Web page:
FTC Launches Crackdown on Illegal Robocalls, Telemarketing

Action will target VoIP providers that facilitate calls, as well as consent farms that gather and sell consumers' personal information

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US regulators have launched a nationwide crackdown on companies inundating US consumers with billions of unwanted and illegal telemarketing robocalls.

The action, known as Operation Stop Scam Calls, was announced Tuesday by the Federal Trade Commission and involves more than 100 federal and state law enforcement agencies across the country, as well as the attorneys general of all 50 states and Washington, DC.

In addition to telemarketers, the action will target so-called consent farms that provide your personal information to robocallers while falsely saying consumers agreed to receive the calls. The crackdown also targets Voice over Internet Protocol providers that facilitate illegal robocalls, which often originate outside the US.

"We are taking action against those who trick people into phony consent to receive these calls and those who make it easy and cheap to place these calls," Samuel Levine, director of the FTC's Bureau of Consumer Protection, said in a statement announcing the crackdown.

The FTC received more than 1.8 million complaints about robocalls in 2022, down from 3.4 million the previous year. More than 2.5 million people signed up last year to the Do Not Call Registry. The registry allows people to register their numbers with the FTC to let telemarketers know they are not to be called with solicitations. As of November, the registry contained more than 246 million phone numbers.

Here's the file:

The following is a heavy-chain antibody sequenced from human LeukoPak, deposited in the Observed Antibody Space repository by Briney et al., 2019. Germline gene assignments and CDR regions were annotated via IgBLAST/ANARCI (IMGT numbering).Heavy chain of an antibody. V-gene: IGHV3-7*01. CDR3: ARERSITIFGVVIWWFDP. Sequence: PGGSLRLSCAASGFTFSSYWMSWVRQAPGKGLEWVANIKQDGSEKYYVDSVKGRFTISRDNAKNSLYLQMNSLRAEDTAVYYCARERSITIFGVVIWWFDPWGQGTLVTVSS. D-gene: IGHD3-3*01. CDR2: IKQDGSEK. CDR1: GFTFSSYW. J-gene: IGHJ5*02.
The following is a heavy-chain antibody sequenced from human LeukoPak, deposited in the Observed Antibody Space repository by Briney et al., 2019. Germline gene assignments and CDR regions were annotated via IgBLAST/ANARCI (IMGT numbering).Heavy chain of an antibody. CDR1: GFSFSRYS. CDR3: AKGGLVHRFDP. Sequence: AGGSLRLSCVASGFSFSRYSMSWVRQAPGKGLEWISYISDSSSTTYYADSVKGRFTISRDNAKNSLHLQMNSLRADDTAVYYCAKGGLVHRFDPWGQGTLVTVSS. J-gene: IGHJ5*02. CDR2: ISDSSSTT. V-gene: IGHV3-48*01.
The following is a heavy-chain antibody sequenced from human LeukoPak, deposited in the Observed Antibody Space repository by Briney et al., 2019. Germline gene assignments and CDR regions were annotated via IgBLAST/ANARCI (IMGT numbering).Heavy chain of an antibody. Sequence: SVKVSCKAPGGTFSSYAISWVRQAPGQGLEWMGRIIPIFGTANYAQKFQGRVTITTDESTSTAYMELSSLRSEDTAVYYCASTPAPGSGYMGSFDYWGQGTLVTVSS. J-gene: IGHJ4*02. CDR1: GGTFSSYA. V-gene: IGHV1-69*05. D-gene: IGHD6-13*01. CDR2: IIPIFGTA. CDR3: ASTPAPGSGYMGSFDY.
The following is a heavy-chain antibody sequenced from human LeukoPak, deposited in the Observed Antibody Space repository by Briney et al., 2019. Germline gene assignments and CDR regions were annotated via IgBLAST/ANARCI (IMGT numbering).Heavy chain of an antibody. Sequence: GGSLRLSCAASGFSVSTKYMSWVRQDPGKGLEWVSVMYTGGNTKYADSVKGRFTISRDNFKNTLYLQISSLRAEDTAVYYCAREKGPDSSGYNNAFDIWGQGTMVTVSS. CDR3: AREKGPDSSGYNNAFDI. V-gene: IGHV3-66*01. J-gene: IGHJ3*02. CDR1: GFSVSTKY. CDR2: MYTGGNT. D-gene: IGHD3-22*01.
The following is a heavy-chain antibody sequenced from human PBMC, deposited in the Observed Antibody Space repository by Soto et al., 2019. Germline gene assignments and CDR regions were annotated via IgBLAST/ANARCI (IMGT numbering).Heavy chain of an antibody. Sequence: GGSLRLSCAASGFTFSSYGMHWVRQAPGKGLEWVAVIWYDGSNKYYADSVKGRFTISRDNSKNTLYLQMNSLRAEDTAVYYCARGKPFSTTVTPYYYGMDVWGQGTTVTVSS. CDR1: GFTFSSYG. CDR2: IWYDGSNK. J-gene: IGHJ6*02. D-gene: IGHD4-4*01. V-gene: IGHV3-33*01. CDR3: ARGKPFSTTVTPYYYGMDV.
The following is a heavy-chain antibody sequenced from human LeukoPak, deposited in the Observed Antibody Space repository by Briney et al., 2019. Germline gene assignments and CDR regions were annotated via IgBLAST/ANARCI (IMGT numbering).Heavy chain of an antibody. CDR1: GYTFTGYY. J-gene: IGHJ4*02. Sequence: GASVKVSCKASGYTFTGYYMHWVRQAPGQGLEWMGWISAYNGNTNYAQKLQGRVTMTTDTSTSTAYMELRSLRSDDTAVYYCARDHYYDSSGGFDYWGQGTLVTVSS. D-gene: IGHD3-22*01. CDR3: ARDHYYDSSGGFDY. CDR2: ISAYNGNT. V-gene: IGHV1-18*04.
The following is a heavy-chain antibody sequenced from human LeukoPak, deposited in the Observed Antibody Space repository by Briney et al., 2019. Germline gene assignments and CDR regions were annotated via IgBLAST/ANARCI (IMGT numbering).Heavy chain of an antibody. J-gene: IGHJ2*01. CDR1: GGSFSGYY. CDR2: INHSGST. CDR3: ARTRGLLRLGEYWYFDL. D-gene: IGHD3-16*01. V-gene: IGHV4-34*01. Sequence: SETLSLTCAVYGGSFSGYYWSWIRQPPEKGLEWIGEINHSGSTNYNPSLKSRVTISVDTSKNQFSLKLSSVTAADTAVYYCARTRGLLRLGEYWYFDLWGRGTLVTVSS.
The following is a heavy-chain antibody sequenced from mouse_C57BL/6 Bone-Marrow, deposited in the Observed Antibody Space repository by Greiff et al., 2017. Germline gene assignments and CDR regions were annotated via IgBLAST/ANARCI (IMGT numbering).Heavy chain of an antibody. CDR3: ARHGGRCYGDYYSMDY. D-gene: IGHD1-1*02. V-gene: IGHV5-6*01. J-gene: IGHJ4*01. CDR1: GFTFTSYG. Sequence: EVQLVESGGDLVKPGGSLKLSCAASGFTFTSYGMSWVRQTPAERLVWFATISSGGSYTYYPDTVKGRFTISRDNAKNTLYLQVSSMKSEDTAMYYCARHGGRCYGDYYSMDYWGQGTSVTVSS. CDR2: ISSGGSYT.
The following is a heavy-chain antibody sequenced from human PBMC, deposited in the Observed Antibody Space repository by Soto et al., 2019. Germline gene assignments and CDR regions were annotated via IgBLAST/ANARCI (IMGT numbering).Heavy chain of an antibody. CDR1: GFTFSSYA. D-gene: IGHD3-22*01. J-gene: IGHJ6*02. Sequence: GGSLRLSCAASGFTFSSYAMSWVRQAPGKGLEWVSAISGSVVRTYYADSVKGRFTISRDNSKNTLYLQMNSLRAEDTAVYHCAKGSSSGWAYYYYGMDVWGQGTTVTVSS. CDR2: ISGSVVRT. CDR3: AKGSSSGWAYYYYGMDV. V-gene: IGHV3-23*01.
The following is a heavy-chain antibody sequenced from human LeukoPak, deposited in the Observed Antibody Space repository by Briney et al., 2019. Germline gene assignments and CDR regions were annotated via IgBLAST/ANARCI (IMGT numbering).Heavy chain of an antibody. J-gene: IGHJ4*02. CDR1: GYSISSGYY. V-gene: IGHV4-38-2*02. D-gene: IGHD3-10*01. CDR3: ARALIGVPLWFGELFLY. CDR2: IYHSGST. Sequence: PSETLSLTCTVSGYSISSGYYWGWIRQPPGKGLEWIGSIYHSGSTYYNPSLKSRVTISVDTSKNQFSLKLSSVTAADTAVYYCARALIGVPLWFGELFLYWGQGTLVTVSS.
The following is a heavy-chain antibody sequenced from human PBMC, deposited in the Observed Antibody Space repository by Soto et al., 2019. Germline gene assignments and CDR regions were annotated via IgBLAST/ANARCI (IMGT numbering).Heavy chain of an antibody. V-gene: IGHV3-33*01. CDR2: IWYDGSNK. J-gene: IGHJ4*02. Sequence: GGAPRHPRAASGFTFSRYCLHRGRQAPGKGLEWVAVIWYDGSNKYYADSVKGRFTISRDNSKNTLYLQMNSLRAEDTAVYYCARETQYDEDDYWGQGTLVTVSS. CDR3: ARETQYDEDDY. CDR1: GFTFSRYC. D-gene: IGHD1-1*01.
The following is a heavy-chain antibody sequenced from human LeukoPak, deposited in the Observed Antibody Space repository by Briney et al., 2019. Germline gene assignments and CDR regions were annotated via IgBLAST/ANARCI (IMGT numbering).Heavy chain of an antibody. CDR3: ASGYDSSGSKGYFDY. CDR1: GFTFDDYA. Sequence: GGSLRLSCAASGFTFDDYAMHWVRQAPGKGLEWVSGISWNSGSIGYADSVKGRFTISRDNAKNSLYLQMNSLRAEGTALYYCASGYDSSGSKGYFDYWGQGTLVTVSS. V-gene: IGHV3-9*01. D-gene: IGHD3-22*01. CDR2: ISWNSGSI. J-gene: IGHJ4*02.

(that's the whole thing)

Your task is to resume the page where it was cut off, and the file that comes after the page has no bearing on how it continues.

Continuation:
See also: How to Stop Those Annoying Spam Calls You Get Every Day

The FTC said it's brought 167 cases against illegal robocallers and violators of the Do Not Call Registry, with defendants being ordered to pay more than $2 billion.

One such target of the FTC is Fluent, a New York-based media company that allegedly operated a consent farm that lured consumers to its websites with the promise of job interviews and $1,000 Walmart gift cards. Instead of providing the promised job opportunity or reward, the websites tricked people out of their personal information and "consent" to receive robocalls, which they then sold to third-party marketers, the FTC said.

Fluent used these tactics to obtain and sell more than 620 million telemarketing leads between January 2018 to December 2019, the FTC said. Fluent faces a $2.5 million fine and ban on robocall activity under a proposed settlement.

Fluent didn't immediately respond to a request for comment.

For tips on keeping robocalls to a minimum, check out how to block unknown callers on iPhone and how to set up Google's call screen feature.